MANILA, Philippines – Is it more expensive to rebuild a house in Negros Occidental and Iloilo than in Leyte?
This would seem to be the case if you compare the number of houses damaged by Super Typhoon Yolanda (international code name: Haiyan) with resettlement requirements as estimated by the National Housing Authority.
Budget watchdog Social Watch Philippines noted that while Leyte had the most number of Yolanda-damaged houses, it will not get the biggest resettlement funds if NHA estimates were to be followed.
Resettlement requirements for Leyte were only estimated at P5.97 billion – nearly a third of the estimated P16.33 billion for Iloilo – though there were 339,479 damaged houses in Leyte and almost half that number or 173,068 in Iloilo.
If one assumes that all the damaged houses have to be repaired, the estimated amount for rebuilding each unit in Leyte would be at only P17,597 per unit. Per unit cost in Negros Occidental is P172,651, and P94,344 in Iloilo.
Social Watch lead convenor Leonor Briones, who presented the group’s findings at a recent forum, was quick to stress that politics is not necessarily behind the discrepancies in unit costs. What is clear, she said, is that there are discrepancies in the way needs were calculated.
“Hindi natin alam kung ano ang criteria nang pagpili ng investment at pangangailangan. Hindi naman maliwanag sa atin iyon dahil it’s probably the reason why there are 3 estimates at magkalayong-magkalayo,” said Briones, a former national treasurer and a University of the Philippines professor.
(We do not know the criteria used in assessing investment costs and needs. It’s not clear to us because it’s probably the reason why there are 3 estimates and that there are very huge discrepancies.)
Joyce Cuaresma, head of the Social Watch research team, said one reason could be that per unit costs followed in Leyte are not “Build Back Better (BBB)” compliant.
Briones said that the criteria for assessment is a process and should be sensitive to the needs of the community; of women and children.
Rappler tried to get the side of the NHA – the lead implementing agency of the resettlement cluster under the Housing and Urban Development Coordinating Council (HUDCC) – on the observed discrepancies but emails and phone calls to the office of NHA chief Chito Cruz got no response.
Apart from the mismatch between estimates of reconstruction needs and reported extent of damages, Social Watch also scored delays in the release of reconstruction funds.
Among the regions affected by the typhoon, Region 8 was the most devastated region with Leyte sustaining the most casualties.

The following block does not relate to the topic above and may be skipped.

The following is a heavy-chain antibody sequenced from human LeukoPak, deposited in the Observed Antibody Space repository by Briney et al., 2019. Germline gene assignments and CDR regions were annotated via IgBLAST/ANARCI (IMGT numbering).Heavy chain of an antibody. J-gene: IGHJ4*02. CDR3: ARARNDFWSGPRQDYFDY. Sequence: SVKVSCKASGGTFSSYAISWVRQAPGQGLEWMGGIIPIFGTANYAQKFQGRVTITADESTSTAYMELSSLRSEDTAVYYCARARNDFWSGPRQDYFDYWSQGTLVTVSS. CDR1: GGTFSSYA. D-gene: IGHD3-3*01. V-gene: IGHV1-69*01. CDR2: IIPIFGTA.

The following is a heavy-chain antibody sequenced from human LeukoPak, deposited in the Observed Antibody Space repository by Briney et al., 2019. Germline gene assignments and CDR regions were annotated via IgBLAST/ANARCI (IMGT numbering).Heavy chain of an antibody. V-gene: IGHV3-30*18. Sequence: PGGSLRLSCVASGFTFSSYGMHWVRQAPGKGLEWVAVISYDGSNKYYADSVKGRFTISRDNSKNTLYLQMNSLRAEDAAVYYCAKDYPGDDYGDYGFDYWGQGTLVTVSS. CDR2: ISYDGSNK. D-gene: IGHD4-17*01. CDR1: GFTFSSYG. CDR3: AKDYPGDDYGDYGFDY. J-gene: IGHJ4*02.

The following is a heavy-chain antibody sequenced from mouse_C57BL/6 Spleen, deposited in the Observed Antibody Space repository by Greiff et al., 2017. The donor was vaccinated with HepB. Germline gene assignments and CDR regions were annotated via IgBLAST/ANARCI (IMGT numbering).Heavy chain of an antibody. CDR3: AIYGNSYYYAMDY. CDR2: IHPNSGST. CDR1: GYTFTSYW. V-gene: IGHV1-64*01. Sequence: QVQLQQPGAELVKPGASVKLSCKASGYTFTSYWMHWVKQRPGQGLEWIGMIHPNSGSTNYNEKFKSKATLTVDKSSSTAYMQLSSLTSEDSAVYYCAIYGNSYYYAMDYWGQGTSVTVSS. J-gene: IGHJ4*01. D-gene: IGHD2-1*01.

Yolanda damaged 99.99% of barangays in Eastern Visayas, and affected 850,080 families or 4 million people. About 75% of the 33,086 casualties in the region were from Leyte.
The funding estimate by the Comprehensive Rehabilitation and Recovery Plan (CRRP) for resettlement needs totals to P 167,864,788,553.
But of the P47.12 billion supposedly allocated for Yolanda rehabilitation and recovery, only P27 billion has been released as of February 23, 2015, according to Briones.
“The plan (CRRP) is very, very impressive. But yung pag-operationalize ng (the operationalization of the) plan, that is where there are challenges,” Briones said.
The CRRP was approved 11 months after Yolanda. Briones recounted that they have to adopt students just so they have a place to live in. “‘Yung Quick Release Fund, hindi naman talaga ganoon ka-quick ang release (The Quick Release Fund isn’t really released quickly),” she said.
Out of the P51.98 billion allocation, P4.86 B went to relief operations.
She also said that there have been times when a Special Allotment Release Order (SARO) has been released, but was taken back. Briones cited the case of the Department of the Interior and Local Government (DILG) on December 31, 2014, when its Notice of Cash Allocation (NCA) reverted back to the Bureau of Treasury.
Cuaresma, also a professor at the UP National College of Public Administration and Government (UP-NCPAG), explained that SAROs are not immediately funded. NCAs are issued 3 to 6 months later.
Are we prepared for another Yolanda?
This could become a problem as the next typhoon season comes nearer, the UP professors said.
“Definitely we are not prepared. Sa warning system, maybe. In terms of urgency, unahin yung mga vulnerable areas kasi available na ‘yung mga geo-hazard maps e. Sa mapa, kitang-kita mo na yung mga earthquake-prone areas. Maliwanag na iyan. So, maghanda na dapat. Challenge natin ‘yan sa mga leaders and politicians,” Briones said.
(Definitely, we are not prepared. In terms of the warning system, maybe. In terms of urgency, prioritize the vulnerable areas because the pro-hazard maps are already available. You can see the earthquake-prone areas there. So we should be prepared. That is our challenge to the leaders and politicians.)
“Winter is coming. Twenty-two storms are coming….The earthquakes are coming….But are we prepared?” Briones asked.
Isagani Serrano, president of the Philippine Rural Reconstruction Movement, stressed the importance of empowering local economies to ensure sustainable rehabilitation in case of disasters. “We need to empower local economies so that they won’t have to look for jobs elsewhere.”
Cuaresma said another issue is whether LGUs have the “capacity to deliver” when disaster strike.
“The need to strengthen LGUs is there kasi eventually kapag nagkaroon ng calamity, pupunta ka pa ba sa national government mo? They should have control of the money. That is assuming they are efficient,” she said.
(The need to strengthen the LGU is there because eventually, a calamity happens. Do you have to go to your national government? They should have control of the money. That is assuming they are efficient.)
Briones said the focus should be on creating more sustainable jobs. – Aika Rey/Rappler.com